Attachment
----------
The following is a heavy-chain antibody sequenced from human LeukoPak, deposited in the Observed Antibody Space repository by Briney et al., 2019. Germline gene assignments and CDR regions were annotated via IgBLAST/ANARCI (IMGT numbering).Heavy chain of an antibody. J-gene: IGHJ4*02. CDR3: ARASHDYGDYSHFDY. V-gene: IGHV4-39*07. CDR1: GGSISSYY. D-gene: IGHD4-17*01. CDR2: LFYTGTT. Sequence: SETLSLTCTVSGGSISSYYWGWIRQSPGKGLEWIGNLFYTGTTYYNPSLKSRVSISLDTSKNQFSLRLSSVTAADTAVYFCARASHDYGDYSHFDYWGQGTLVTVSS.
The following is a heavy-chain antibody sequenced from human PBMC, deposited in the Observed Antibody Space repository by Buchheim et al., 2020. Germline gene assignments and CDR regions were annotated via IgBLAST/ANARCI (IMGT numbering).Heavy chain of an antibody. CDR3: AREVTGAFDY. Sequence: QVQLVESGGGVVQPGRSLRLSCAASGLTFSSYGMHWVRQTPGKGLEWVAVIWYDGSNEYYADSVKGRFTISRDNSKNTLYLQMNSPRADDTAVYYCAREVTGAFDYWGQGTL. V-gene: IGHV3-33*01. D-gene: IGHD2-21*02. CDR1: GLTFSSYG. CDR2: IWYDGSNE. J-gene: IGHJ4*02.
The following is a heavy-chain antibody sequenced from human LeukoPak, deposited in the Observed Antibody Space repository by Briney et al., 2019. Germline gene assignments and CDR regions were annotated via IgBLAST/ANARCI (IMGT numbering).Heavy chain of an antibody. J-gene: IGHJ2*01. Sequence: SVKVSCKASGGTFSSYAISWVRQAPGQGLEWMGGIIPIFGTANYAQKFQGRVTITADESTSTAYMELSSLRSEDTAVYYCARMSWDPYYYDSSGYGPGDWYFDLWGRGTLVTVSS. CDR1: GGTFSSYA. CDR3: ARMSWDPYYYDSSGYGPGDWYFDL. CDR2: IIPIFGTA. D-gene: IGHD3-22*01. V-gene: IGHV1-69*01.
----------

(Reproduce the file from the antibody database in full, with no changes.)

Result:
The following is a heavy-chain antibody sequenced from human LeukoPak, deposited in the Observed Antibody Space repository by Briney et al., 2019. Germline gene assignments and CDR regions were annotated via IgBLAST/ANARCI (IMGT numbering).Heavy chain of an antibody. J-gene: IGHJ4*02. CDR3: ARASHDYGDYSHFDY. V-gene: IGHV4-39*07. CDR1: GGSISSYY. D-gene: IGHD4-17*01. CDR2: LFYTGTT. Sequence: SETLSLTCTVSGGSISSYYWGWIRQSPGKGLEWIGNLFYTGTTYYNPSLKSRVSISLDTSKNQFSLRLSSVTAADTAVYFCARASHDYGDYSHFDYWGQGTLVTVSS.
The following is a heavy-chain antibody sequenced from human PBMC, deposited in the Observed Antibody Space repository by Buchheim et al., 2020. Germline gene assignments and CDR regions were annotated via IgBLAST/ANARCI (IMGT numbering).Heavy chain of an antibody. CDR3: AREVTGAFDY. Sequence: QVQLVESGGGVVQPGRSLRLSCAASGLTFSSYGMHWVRQTPGKGLEWVAVIWYDGSNEYYADSVKGRFTISRDNSKNTLYLQMNSPRADDTAVYYCAREVTGAFDYWGQGTL. V-gene: IGHV3-33*01. D-gene: IGHD2-21*02. CDR1: GLTFSSYG. CDR2: IWYDGSNE. J-gene: IGHJ4*02.
The following is a heavy-chain antibody sequenced from human LeukoPak, deposited in the Observed Antibody Space repository by Briney et al., 2019. Germline gene assignments and CDR regions were annotated via IgBLAST/ANARCI (IMGT numbering).Heavy chain of an antibody. J-gene: IGHJ2*01. Sequence: SVKVSCKASGGTFSSYAISWVRQAPGQGLEWMGGIIPIFGTANYAQKFQGRVTITADESTSTAYMELSSLRSEDTAVYYCARMSWDPYYYDSSGYGPGDWYFDLWGRGTLVTVSS. CDR1: GGTFSSYA. CDR3: ARMSWDPYYYDSSGYGPGDWYFDL. CDR2: IIPIFGTA. D-gene: IGHD3-22*01. V-gene: IGHV1-69*01.